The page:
Showing posts with label Genealogy Blog Party. Show all posts
Showing posts with label Genealogy Blog Party. Show all posts

Saturday, December 10, 2016

Genealogy Blog Party: Genea-Santa, Take Me to 1903

September 1, 1903
This month, Elizabeth O'Neal's Genealogy Blog Party is hosting letters to Genea-Santa. Randy Seaver on Genea-Musings is also asking us to make our Genea-Santa lists.

I made a list, checked it twice, and decided to ask for a field trip.

Dear Genea-Santa,

Please hitch up your sleigh and whisk me through time and space to Elkhart, Indiana, in 1903.

Where else but a family reunion could I ever hope to untangle the cousin connections in my husband's sprawling Larimer/Short/Work families?

For several years around the turn of the 20th century, these intertwined families held summer reunions in Elkhart. Dozens of people attended, and local newspapers in Goshen, Elkhart, even Millersburg covered the event.

My main target for this field trip is Brice Larimer (1819-1906), my husband's great-great-granddaddy. He was "the oldest member of the three families present" at age 84 in 1903, as shown here.

Brice could tell me stories about Bartlett Larimer (1833-1892), a pioneering doctor who inspired his nephews in the Short family to become doctors and dentists. He probably knew the original Larimer shipwreck story by heart, hearing it from his parents who heard it from the journey-taker, Robert Larimer (or Robert's wife Mary O'Gallagher). And I think Brice could tell me about where in Scotland and Ireland all these ancestors were from (another field trip for a future wish list). But as long as I'm at the reunion, I'll chat with every guest and, of course, snap photos.

Genea-Santa, I promise to be nice and share everything I learn with my family and with the wider world via my blog. If I learn anything naughty, I'll share that too! 'Tis the season to be genea-jolly.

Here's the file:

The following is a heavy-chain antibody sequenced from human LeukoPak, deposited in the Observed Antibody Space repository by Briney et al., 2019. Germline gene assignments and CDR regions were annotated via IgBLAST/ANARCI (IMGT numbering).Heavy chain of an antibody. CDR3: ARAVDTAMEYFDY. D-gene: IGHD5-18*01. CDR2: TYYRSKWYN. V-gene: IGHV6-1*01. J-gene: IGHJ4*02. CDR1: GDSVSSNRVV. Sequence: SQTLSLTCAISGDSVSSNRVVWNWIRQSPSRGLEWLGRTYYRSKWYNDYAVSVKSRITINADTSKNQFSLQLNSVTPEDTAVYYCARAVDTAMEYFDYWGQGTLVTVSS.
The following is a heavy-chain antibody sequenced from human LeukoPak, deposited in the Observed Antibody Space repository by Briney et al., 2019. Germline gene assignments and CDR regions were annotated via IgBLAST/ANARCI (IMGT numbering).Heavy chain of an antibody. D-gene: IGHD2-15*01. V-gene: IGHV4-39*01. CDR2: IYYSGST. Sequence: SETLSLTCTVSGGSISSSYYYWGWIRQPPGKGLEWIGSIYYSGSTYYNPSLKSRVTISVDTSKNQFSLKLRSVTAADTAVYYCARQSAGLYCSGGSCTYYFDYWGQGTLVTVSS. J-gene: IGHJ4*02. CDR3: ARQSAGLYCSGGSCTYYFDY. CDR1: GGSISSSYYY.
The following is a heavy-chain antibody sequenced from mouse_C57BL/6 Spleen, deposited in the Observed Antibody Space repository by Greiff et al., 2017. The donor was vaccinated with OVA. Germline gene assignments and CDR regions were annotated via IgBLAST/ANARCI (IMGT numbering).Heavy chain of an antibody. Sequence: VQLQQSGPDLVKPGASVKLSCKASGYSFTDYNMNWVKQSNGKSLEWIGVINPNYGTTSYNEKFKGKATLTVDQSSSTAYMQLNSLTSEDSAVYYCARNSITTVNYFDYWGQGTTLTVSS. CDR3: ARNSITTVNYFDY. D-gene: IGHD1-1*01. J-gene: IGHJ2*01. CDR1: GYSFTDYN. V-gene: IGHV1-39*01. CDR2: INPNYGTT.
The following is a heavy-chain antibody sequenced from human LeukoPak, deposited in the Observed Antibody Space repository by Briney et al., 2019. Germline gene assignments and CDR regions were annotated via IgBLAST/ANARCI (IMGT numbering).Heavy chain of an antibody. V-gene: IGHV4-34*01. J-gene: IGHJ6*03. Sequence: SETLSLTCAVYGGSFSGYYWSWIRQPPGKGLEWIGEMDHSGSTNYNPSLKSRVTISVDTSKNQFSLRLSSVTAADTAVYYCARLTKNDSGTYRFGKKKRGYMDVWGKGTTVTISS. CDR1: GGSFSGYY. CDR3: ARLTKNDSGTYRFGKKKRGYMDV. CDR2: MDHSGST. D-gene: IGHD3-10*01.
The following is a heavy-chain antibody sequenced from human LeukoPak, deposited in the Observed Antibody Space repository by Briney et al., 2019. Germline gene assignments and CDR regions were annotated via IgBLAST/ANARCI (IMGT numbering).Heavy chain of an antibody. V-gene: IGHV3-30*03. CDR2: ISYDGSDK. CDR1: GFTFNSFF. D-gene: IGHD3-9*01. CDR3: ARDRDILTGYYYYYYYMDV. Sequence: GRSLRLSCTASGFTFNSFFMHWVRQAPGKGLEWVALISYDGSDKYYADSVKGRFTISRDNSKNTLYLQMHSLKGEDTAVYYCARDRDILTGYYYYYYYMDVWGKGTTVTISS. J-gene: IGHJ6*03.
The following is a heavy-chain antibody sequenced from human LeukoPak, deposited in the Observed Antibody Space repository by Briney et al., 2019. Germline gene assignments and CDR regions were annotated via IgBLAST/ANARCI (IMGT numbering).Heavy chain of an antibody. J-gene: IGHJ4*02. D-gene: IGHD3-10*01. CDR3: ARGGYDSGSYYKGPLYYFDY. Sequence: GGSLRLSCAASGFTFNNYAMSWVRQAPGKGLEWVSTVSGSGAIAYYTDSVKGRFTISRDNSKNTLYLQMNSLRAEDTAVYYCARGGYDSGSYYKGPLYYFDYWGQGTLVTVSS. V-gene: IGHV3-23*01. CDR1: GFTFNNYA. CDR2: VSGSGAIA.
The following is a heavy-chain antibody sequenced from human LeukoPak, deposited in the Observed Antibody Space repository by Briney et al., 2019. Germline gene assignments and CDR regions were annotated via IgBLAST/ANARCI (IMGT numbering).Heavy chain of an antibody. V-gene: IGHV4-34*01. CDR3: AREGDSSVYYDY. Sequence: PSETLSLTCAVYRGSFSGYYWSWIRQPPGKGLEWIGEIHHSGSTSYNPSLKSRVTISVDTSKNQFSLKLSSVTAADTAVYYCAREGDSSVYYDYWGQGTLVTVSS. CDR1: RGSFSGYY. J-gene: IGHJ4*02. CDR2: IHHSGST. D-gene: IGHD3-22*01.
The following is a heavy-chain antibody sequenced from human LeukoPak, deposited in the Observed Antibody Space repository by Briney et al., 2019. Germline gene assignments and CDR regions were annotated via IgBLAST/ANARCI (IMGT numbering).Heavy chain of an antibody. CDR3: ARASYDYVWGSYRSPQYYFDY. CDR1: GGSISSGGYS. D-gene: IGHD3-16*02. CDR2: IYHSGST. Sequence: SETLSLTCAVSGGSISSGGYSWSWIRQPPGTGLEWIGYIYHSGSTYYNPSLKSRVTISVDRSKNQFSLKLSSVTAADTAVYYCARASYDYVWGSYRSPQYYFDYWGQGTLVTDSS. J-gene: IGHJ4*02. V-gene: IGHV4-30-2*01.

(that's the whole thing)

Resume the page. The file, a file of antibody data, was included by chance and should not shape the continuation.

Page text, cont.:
Sunday, November 27, 2016

Genealogy Blog Party: Chickie Pitcher and Butterscotch Brownie Traditions

Elizabeth O'Neal's Genealogy Blog Party continues this month by celebrating family traditions.

This adorable ceramic chickie pitcher has been a tradition in my husband Wally's Wood family for nearly 80 years. Originally, it was filled with fresh milk to lighten coffee after dinner. These days, we fill it with half and half--but it still puts a smile on our faces because of the whimsical chicks and the memories from holidays past.

Interestingly, Wally's mom, Marian Jane McClure Wood,  became a ceramic artist years later--taking lessons from famed ceramicist Edris Eckhardt and specializing in animal sculptures, reflecting her love of art and animals.

Another long-time tradition in hubby's family: Grandmother Floyda Steiner McClure's Butterscotch Brownies.

The recipe, shown here, has been passed down for several generations. It makes a delicious dessert alone or a special treat topped with ice cream and whipped cream. Happy holidays!


Wednesday, July 20, 2016

Genealogy Blog Pool Party: Which Weiss is Which?

Bertha and Bela Roth
Elizabeth O'Neal's July theme for the genealogy blog party is Annoying Ancestor? Push 'Em in the Pool!

Well, I'm too soft-hearted to shove anyone into the pool (especially a long-lost ancestor). Still, I'm swimming in Weiss in-laws. There are a lot of Weiss folks married into my maternal Grandmother Minnie Farkas's family tree.

Trying to connect these Weisses to each other is sending me off the deep end--but I'm convinced they're related.


Herman Weiss
Which Weiss is which?!

  • Bertha Batia Weiss (daughter of Solomon and Rose Hoffner) was the 2d wife of Bela Roth, a cousin to my maternal grandmother. She, like all the other in-laws named Weiss, was born in Hungary. She and her husband visited the Farkas Family Tree from time to time and were known to be cousins, but the exact relationship remains a bit fuzzy.
  • Herman Weiss (son of Chaim Yaakov and Rose Svarcz) was the husband of Ida Farkas, known to be a distant cousin to my maternal grandma. Herman & Ida's son Johnny was a frequent visitor to Farkas Family Tree gatherings.
  • Julia Ida Weiss (daughter of Isador and Fany Roth) was the wife of Herman Wajman. My Roth cousins were aware that the family (renamed Warren after daughter Gloria became a star of stage and screen) were cousins, and my research finally proved the link.  
Other Weiss folks appear in family documents. Sam Weiss was the witness to my maternal great-grandpa Moritz Farkas's naturalization. Weiss was the maiden name of the grandmother of cousin Alex Roth's wife, Blanche Schwartz. 

So which Weiss is which? Are any of them cousins or otherwise related to each other and/or to my Farkas family beyond intermarriage? A deeper dive is in my future if I want to figure out which Weiss is which.

Saturday, May 21, 2016

Genealogy Blog Party: Duh to Wow! Uncle Sidney's Birth Record Leads to New Cousins

The May theme for Elizabeth O'Neal's Genealogy Blog Party is: Duh! What was your genealogy "duh" moment and how did you solve it?

Dad (Harold Burk) and Uncle Sidney in WWII